A work of speculative history attempts to describe the mid-21st-century world.
If aliens were to observe planet Earth in 2050, what would they see? Would it make them want to contact humans, or would they decide to stay away, leaving the inhabitants to their own inevitable self-destruction? With this book, Unarce (Silicon Valley Secrets, 2017, etc.) plays out a few possible scenarios of what the world might look like in a little over 30 years, encouraging readers to take an alien’s-eye view of each situation and evaluate whether it represents the Earth they wish to project to the stars. Will they like what they see? What if they don’t? “Isn’t it time that we came up with a new paradigm of evolution and growth on this planet?” asks the author in his preface. “Before it’s too late?” Unarce imagines a world of unchecked climate change, in which food and water shortages coupled with rising sea levels lead to a hundred million deaths in the developing world. He also outlines possible climate change survival strategies as proposed by the Millennium Ecosystem Assessment, including the Techno Garden (a world of technologically linked, highly engineered ecosystems) and the Adapting Mosaic (a realm of diverse, regionally managed ecosystems). He imagines a planet with mega-regions (groups of city-centered metro areas that coordinate the movement of resources and the distribution of population), where both military might and economic power determine global hegemony. The author also makes predictions as to which nations and trading alliances will take center stage in the near future, from BRIC (Brazil, Russia, India, and China) to Chindia (China and India) to ASEAN (Association of Southeast Asian Nations) to CIVETS (Colombia, Indonesia, Vietnam, Egypt, Turkey, and South Africa).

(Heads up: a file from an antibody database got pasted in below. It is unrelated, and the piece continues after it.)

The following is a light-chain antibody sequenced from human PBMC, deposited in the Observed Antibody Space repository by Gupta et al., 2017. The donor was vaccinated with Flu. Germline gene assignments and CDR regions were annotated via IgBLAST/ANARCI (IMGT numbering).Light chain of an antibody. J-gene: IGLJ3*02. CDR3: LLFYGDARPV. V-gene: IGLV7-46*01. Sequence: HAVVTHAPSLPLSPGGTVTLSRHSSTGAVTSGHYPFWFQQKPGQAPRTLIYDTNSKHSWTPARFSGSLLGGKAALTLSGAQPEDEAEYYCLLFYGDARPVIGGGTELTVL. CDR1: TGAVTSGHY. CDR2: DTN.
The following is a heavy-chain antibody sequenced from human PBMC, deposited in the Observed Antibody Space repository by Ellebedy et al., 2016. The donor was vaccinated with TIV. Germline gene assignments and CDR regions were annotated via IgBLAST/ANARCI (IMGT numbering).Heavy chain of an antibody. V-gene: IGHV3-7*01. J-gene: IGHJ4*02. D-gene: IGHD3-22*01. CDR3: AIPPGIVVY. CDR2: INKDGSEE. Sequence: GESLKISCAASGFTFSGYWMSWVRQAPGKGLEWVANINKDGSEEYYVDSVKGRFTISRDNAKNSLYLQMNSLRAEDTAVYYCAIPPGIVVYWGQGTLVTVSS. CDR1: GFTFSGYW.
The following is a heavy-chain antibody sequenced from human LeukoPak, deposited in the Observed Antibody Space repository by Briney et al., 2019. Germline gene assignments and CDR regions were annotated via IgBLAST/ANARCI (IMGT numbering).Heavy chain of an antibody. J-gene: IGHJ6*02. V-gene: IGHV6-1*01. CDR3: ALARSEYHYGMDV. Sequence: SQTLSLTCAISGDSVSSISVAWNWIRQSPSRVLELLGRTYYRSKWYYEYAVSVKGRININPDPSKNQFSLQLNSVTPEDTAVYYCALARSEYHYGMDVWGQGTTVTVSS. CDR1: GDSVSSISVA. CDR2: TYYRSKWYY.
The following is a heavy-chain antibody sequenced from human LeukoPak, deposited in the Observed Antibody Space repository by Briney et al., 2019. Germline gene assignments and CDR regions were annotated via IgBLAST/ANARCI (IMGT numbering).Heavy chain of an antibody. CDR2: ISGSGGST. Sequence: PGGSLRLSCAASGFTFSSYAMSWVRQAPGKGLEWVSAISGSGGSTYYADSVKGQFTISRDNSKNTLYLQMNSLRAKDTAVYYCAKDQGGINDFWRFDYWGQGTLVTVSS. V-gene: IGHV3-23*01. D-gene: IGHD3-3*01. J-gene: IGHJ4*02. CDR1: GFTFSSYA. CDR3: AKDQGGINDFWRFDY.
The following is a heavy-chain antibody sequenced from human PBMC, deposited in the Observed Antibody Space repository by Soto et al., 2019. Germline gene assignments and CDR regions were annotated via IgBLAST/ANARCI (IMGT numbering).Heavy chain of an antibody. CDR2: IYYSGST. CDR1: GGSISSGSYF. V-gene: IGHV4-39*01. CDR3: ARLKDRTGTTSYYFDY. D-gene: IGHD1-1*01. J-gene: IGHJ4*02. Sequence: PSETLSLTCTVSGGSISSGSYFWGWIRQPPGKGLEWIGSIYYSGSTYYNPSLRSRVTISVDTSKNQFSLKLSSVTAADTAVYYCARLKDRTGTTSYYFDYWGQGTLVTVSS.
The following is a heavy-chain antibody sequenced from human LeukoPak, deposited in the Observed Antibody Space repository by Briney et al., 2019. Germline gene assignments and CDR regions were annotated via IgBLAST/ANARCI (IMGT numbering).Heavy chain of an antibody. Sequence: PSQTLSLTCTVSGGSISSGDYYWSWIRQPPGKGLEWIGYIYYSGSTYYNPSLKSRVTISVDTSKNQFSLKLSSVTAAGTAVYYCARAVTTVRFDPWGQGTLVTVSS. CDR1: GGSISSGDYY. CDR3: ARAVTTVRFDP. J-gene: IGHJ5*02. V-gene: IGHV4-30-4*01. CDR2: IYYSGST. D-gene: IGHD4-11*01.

Unarce writes in a clear though technical prose that assumes readers are familiar with the relevant concepts of international economics, demography, and climate change: “More than ever, the world in 2050 is driven by materialism: all around the globe, the paradigm of quantitative growth continues to reign supreme, enabling a new level of consumption to cater to the desire for material possessions.” He cites a number of sources for the statistics that he provides, and this data, coupled with arguments from various organizations that study these issues, directs the majority of the book’s ideas. The alien framing device is mostly irrelevant to the two topics Unarce is most interested in addressing: climate change and the West’s declining hegemony in global politics. The volume is not written from an America-centric perspective, however. The author takes on each region of the globe in turn, evaluating its probable fortunes in the coming decades. He takes care to reiterate that the inhabitants of developing countries will be the greatest victims of climate change while those of the First World have the utmost power to curb its effects. For a speculative work, this is not as far-fetched a volume as one might suspect from the premise. Unarce shows that the effects of global warming are frightfully predictable. The unknown factor is how leaders decide to deal (or not deal) with the problem.
A thoughtful conjecture on how the geopolitical situation might look in 2050.